Vinnie Moore

Out of Nowhere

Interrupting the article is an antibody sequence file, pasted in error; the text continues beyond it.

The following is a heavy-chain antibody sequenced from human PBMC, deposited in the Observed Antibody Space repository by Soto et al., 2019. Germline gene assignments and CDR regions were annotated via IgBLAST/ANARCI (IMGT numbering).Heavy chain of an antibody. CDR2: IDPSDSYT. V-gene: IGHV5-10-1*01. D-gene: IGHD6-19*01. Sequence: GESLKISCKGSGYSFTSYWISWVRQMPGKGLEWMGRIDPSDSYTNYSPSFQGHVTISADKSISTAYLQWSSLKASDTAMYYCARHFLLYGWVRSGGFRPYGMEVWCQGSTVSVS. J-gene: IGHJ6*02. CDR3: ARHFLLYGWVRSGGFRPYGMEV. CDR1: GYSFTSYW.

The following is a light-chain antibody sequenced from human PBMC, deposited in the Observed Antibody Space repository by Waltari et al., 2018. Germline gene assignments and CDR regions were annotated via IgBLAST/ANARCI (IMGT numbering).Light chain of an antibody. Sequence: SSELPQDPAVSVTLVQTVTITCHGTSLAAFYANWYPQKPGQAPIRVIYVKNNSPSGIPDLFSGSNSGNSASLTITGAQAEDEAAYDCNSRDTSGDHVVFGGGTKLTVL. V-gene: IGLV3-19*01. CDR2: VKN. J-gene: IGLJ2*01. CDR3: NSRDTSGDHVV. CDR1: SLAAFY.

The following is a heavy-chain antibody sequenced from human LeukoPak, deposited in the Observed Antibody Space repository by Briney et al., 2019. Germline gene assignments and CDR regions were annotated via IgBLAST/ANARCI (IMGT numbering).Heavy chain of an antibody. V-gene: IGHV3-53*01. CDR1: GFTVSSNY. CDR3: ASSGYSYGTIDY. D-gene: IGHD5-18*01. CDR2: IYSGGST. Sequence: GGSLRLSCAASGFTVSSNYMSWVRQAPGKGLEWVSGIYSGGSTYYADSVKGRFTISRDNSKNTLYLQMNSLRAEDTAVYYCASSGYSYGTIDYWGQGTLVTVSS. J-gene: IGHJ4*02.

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When the dense and often difficult guitar virtuoso subgenre fell on tough commercial times in the '90s, first-tier artists like Steve Vai and Yngwie Malmsteen began to lose their relevance. As hard as the new musical environment was on the legitimate icons of shred, it was nearly catastrophic for many talented but undefined artists such as Vinnie Moore. A former neo-classical fret-burner, Moore was already leaning toward the upbeat boogie and mainstream rock sound of Joe Satriani in the early '90s. This shift to a more accessible style wasn't enough to maintain Moore's good standing at his major-label home, and the guitarist's fourth offering, Out of Nowhere, was shelved for almost three years before its eventual (independent) release in 1996. Moore plays with more soul and emotion on Out of Nowhere, but his flanged and wah-pedal melodies on cuts like "Losing Faith" and "Thunderball" can't contend with Satriani's more elegant instrumental rock. The "Satch Boogie" knockoff "Vinman's Brew" simply confirms what discerning listeners had known for some time: amazing technique and an ear for decent melodies are no match for a unique instrumental voice and the capacity for conceptual invention.

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